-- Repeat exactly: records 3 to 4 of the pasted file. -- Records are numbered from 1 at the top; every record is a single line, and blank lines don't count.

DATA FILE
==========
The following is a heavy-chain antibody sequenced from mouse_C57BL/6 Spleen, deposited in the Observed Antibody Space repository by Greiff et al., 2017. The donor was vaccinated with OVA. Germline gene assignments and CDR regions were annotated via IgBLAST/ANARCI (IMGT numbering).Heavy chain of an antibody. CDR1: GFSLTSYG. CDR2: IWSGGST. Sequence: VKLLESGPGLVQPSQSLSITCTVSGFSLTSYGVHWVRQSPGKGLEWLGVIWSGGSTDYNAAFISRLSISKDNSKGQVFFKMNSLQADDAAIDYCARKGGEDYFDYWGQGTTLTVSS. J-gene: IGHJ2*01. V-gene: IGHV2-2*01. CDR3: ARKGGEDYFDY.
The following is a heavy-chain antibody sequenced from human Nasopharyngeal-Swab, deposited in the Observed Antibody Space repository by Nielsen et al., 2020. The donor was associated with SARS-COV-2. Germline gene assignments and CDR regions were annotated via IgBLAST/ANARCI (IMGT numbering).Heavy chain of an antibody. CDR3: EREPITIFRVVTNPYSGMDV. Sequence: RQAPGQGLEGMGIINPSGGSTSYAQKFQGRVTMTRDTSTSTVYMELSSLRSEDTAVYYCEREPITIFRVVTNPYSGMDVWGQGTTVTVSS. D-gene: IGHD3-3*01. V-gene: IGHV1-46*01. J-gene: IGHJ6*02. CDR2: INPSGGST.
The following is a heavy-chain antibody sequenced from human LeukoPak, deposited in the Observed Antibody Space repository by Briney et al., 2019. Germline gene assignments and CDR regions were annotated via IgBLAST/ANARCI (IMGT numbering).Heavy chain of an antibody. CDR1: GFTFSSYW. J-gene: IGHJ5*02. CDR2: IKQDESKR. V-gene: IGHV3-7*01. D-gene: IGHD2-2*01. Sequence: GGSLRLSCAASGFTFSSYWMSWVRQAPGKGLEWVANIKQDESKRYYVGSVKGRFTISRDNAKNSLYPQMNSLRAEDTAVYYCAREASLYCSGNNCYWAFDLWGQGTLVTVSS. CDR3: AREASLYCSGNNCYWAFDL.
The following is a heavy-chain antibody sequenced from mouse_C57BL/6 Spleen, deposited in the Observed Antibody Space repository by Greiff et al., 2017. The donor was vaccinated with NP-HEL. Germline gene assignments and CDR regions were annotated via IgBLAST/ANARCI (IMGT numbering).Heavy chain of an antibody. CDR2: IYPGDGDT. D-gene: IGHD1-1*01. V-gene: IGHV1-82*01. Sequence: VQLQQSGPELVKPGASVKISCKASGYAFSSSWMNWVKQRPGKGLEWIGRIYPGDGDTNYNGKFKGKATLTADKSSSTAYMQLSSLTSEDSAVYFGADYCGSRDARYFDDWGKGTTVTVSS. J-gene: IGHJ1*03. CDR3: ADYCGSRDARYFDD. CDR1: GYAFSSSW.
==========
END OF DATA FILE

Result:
The following is a heavy-chain antibody sequenced from human LeukoPak, deposited in the Observed Antibody Space repository by Briney et al., 2019. Germline gene assignments and CDR regions were annotated via IgBLAST/ANARCI (IMGT numbering).Heavy chain of an antibody. CDR1: GFTFSSYW. J-gene: IGHJ5*02. CDR2: IKQDESKR. V-gene: IGHV3-7*01. D-gene: IGHD2-2*01. Sequence: GGSLRLSCAASGFTFSSYWMSWVRQAPGKGLEWVANIKQDESKRYYVGSVKGRFTISRDNAKNSLYPQMNSLRAEDTAVYYCAREASLYCSGNNCYWAFDLWGQGTLVTVSS. CDR3: AREASLYCSGNNCYWAFDL.
The following is a heavy-chain antibody sequenced from mouse_C57BL/6 Spleen, deposited in the Observed Antibody Space repository by Greiff et al., 2017. The donor was vaccinated with NP-HEL. Germline gene assignments and CDR regions were annotated via IgBLAST/ANARCI (IMGT numbering).Heavy chain of an antibody. CDR2: IYPGDGDT. D-gene: IGHD1-1*01. V-gene: IGHV1-82*01. Sequence: VQLQQSGPELVKPGASVKISCKASGYAFSSSWMNWVKQRPGKGLEWIGRIYPGDGDTNYNGKFKGKATLTADKSSSTAYMQLSSLTSEDSAVYFGADYCGSRDARYFDDWGKGTTVTVSS. J-gene: IGHJ1*03. CDR3: ADYCGSRDARYFDD. CDR1: GYAFSSSW.